7. Not really on topic, but Ouray was mentioned in the title. I’m currently in the Ouray area for the week with our Elite II to attend a Land Cruiser event. Last night we camped in the Denver area. On our way here today we came across on I70. In Copper Mountain we had our first ever Oliver sighting! Someone was driving across the overpass heading south as we were heading west. It all happened too quick to see the tow vehicle or colors of anything. About the only thing I noticed is that I think there were dual awnings. You’d think that in maybe 8k miles of towing our Oliver in the past year we’d see more than just a passing glimpse of just one. Tonight at the state park there are three Casitsas and one Escape in our loop, plus myself. Practically a mini rally.
  8. I recently called Andersen about getting a new friction cone. They sent one out immediately with few questions. The one year old friction cone was white, the newest version they just sent me is light blue. One of the videos on their website says it’s acceptable for the friction material to start protruding out the top, but should be replaced if it exceeds 3/8”. Mine was sticking out 1/2”. Really the only question they asked was what is the color of the whale tail. Mine is silver. I see John’s is black. Our trailer has maybe 10k miles on it. I haven’t replaced the friction material yet. I had no complaints about the white cone (other than it squirting out the top), hopefully the blue won’t be a step backwards. Hth, Ken
  9. I didn’t use screen. I used a block of open cell foam roughly 3 inches cubed that was a scrap from a large fish tank filter. I believe the pores are small enough to stop the gnats, but air still passes through easily. I trimmed it until it was a snug fit in the stack pipe. HTH, Ken
  10. I climbed up on mine last week to do this same job. There is just one Philips screw holding the vent cap in place. Very easy to remove and replace. Add your screen to the top of the stack and replace the cover. Done. I was prepared for much worse. HTH. Ken
  11. I bought two of the same fan sometime this winter. They are currently sitting out in the camper. Occasionally I hold them up to the wall, try different mounting spots/orientations, and then try to work up the gumption to drill new holes into the fiberglass. Still hasn’t happened. Your location is one of my prime choices. Seeing the base mounted perpendicular to the side wall makes sense. You can easily see the controls and LEDs in that orientation. My plan was to mount it with through bolts using the two counter sunk holes provided and a backing plate on the other side. Your six rivets are not part of the factory mounting suggestion, but should be good insurance against coming loose while the trailer bounces down the road. I wonder which is worse for loosening mounted fixtures like this fan, pounding waves in a boat, or bumpy roads? Thanks for the ideas. Ken
  12. I had a base model Parkit360 that I’d bought off of Craig’s list for part of a season. It wouldn’t handle the 3500 lb trailer I had at the time. Since I knew we were getting an Elite II soon, I put it back on Craig’s list and sold it again. No way it would have handled the 5000 lb + of the new trailer. It was far from the effortless hookup and moving around they show on the videos. Now I have a front mounted hitch and all is well and for far less money too. HTH, Ken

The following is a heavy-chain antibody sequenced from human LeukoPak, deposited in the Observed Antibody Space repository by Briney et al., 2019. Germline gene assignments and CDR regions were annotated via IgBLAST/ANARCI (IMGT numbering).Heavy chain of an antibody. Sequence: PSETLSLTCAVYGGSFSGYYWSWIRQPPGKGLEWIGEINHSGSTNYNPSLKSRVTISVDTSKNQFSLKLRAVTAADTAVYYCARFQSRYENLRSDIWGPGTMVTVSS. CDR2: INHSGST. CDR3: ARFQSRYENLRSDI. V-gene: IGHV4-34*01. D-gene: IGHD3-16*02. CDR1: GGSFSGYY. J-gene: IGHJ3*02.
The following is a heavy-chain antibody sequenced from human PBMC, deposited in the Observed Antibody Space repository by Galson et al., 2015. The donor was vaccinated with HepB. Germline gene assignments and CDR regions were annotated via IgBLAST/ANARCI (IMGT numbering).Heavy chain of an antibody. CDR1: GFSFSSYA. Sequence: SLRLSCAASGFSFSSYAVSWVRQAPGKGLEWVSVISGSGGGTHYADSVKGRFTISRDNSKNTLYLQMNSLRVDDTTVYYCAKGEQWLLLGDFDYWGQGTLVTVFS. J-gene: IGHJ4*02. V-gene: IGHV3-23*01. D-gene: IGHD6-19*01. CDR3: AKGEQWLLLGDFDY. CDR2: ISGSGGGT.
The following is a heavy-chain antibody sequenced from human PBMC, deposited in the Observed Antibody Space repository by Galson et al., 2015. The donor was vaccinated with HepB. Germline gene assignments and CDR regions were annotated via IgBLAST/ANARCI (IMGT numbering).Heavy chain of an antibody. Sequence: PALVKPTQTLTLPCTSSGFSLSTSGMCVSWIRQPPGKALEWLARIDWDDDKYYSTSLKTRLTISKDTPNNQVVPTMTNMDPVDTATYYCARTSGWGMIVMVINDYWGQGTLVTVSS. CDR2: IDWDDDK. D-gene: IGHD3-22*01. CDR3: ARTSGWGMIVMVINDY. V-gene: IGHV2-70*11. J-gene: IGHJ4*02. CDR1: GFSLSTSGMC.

13. I have the same front mount reciever that you’re looking at mounted on the front of my ‘13 Land Cruiser. Or I should say it was. I took it off before driving to Moab last week with the Land Cruiser and the Oliver. Later this week I’ll put the front reciever back on so I can easily back my LE II back into its winter storage spot for another month or two. Its great for moving the trailer around the yard. The rise on my drawbar might be even taller than the one you show. No issues, I’m just glad it goes on and off easily. It hangs pretty low. Fine for pavement, but for even mild off road it’s too low. Can’t comment on changing the oil with it in place, but that might be an issue. Just moving the trailer around your yard or a campsite? The hitch and drawbar you show will be fine.
  14. We spend a few weeks each summer at Minnesota State Parks. They have a rule to head off at least some of the reservation nonsense. You MUST occupy your site on the first night of your reservation in Minnesota State Parks. There is no ability to change the first date of your reservation once it is made. If you try to change the first day, or don't show up the first day, the whole reservation is cancelled with a loss of funds. This is key to stop one type of gaming of the reservation system. For those who understand why this detail makes a difference can get a site of their choice and date of their choice before many others. I want to acknowledge that this happens, but don't want to document a how-to for those who don't understand. It'll just make it worse. HTH, Ken
  15. With a bunch of motorcycles in my garage (currently down to seven) and a couple of bicycles, I have some experience maintaining control cables and using the cable lubricating device you mention. Tri-flow aerosol is usually the preferred lubricant. WD40 should be avoided as it eventually dries into a hard varnish. If the inner cable is kinked or the outer is smashed, a replacement will be necessary. The cable lube device is dependent on the outer cable sheath being intact the whole length. A nick in the sheath allows the lubricant to take the path of least resistance and the whole cable doesn’t get lubed. Make sure lubricant comes out the far end. Start at the highest end. It makes a mess. Have some rags ready. HTH. Ken.